- Slides: 24
What is an Air Mass? § Air masses are large bodies of air which have similar temperature and moisture characteristics. § Air masses form when air stays over a region (called the source region) for several days. § Air masses that form over water will be moist, called MARITIME air masses § Air masses that form over land will be dry, called CONTINENTAL air masses
Air Masses § An air mass that forms over a cold portion of the Earth is called a POLAR air mass. § An air mass that forms over a warm portion of the Earth is called a TROPICAL air mass. § An air mass that forms over an extraordinarily cold portion of the Earth is called an ARCTIC air mass.
SOURCE REGIONS - WHERE AIR MASSES ACQUIRE THEIR PROPERTIES Air Masses are Classified According to: Surface of source region Continental (c) Forms over land - dry Maritime (m) Forms over ocean - moist Temperatures Tropical (T) -Low latitudes - warm Polar (P) - High latitudes - cold Arctic (A) - Poles - very cold and dry
§ § c. T c. P m. T m. P Continental Tropical – dry & warm Continental Polar – dry & cold Maritime Tropical – humid & warm Maritime Polar – humid & cold § c. A Continental Arctic – very dry & very cold
NORTH AMERICAN AIR MASS SOURCE REGIONS
§ The general movement of the four main types of air masses that influence the weather over the United States. The tropical air masses visit most often in the summer, and the polar air masses visit most often during the winter. During other times, the polar and tropical air masses battle back and forth over the land.
§ Storm tracks across the continental United States From West to East. This makes it possible to predict What weather is coming our way.
FRONTS § Fronts are boundaries that separate air masses § There are four types of front: – Stationary front – Cold front – Warm front – Occluded front
Go to page 13 of your ESRT!
Fronts – boundary that separates 2 different air masses § Either a warm front is advancing or a cold front is advancing.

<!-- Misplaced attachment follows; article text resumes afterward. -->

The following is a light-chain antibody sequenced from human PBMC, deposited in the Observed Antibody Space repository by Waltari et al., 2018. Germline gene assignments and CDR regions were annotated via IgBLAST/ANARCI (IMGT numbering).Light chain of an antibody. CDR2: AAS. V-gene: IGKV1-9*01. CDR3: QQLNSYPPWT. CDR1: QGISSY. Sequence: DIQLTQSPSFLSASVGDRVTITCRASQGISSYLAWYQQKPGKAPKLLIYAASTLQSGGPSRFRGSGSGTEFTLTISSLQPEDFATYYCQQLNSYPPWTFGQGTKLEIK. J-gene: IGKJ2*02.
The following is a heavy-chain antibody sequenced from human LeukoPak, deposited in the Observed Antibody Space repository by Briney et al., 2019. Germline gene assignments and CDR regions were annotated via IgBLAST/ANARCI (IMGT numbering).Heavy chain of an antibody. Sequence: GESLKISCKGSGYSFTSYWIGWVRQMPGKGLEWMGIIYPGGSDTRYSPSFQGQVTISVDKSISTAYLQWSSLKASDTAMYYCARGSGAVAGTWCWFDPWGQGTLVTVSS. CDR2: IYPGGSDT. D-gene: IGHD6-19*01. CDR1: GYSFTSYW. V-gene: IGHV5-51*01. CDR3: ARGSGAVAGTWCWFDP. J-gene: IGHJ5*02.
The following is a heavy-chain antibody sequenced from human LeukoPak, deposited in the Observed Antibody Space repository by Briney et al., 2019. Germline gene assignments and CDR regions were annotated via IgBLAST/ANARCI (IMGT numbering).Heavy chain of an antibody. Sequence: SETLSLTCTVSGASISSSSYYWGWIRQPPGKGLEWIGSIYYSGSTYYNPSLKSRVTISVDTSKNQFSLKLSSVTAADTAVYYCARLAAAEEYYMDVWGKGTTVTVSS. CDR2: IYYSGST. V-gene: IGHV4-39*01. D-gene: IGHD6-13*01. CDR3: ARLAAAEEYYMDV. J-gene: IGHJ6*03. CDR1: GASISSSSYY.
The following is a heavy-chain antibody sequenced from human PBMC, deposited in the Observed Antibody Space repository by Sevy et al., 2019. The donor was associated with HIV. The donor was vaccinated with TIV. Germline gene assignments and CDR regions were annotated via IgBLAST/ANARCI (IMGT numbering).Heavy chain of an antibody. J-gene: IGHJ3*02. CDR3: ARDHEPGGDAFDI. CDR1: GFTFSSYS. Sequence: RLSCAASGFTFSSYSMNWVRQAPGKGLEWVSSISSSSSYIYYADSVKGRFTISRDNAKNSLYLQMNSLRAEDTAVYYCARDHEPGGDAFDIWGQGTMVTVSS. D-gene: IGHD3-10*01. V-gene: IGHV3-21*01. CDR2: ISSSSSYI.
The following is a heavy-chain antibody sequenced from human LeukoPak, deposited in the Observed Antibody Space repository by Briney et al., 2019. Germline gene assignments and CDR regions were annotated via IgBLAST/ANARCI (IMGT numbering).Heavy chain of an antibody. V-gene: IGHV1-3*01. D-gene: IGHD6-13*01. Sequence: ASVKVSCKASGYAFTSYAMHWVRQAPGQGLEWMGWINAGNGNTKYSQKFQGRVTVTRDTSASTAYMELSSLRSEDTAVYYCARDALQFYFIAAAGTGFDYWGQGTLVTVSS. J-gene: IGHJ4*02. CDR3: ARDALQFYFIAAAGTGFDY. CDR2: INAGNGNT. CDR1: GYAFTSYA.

COLD FRONT § § § Cold air replaces warm Much steeper than warm fronts Advances faster than warm front More violent weather -cumulonimbus clouds Short, sharp showers
Cold Front § A cold front occurs when a more dense air mass pushes under a less dense air mass – short– lived thunderstorms
WARM FRONT § § § Warm air replaces cold Gentle slope Covers a wide area with its weather Stratus clouds get lower as front approaches Drizzle or steady rain
Warm Front § A warm front occurs when a less dense air mass rides up over a more dense air mass – longer, steady precipitation
STATIONARY FRONTS § Cold and warm air masses next to each other § Neither air mass advances
Stationary Front § A stationary front occurs when the air masses on either side of the front are not moving toward each other.
OCCLUDED FRONTS § § § Cold front overtakes the cool front Lifts the warm air off the ground Clouds and rain possible
Air rising and cooling to the dew point by expansion (adiabatic cooling) By forced lifting—such as when less dense warm air is forced above more dense cold air (when two air masses meet)
Kinds of Fronts § § Cold Fronts Warm Fronts Stationary Fronts Occluded Fronts
A continental polar air mass comes down from Canada and meets a maritime tropical air mass from the Gulf of Mexico. Watch the cloulds form.
Air rising and cooling to the dew point by expansion (adiabatic cooling) By convection: The Sun heating the ground (by radiation), which then heats the air above (by conduction), which then rises due to convection (is less dense than the cooler air surrounding it. ) Picture from the National Audubon Society Field Guide to Weather
Air will rise when it is heated, because it will become less dense. Air moves in to replace the air that rose up. The converging air will further rise. As it rises, it cools and water vapor will condense. This will release latent heat, and further heat the column of air.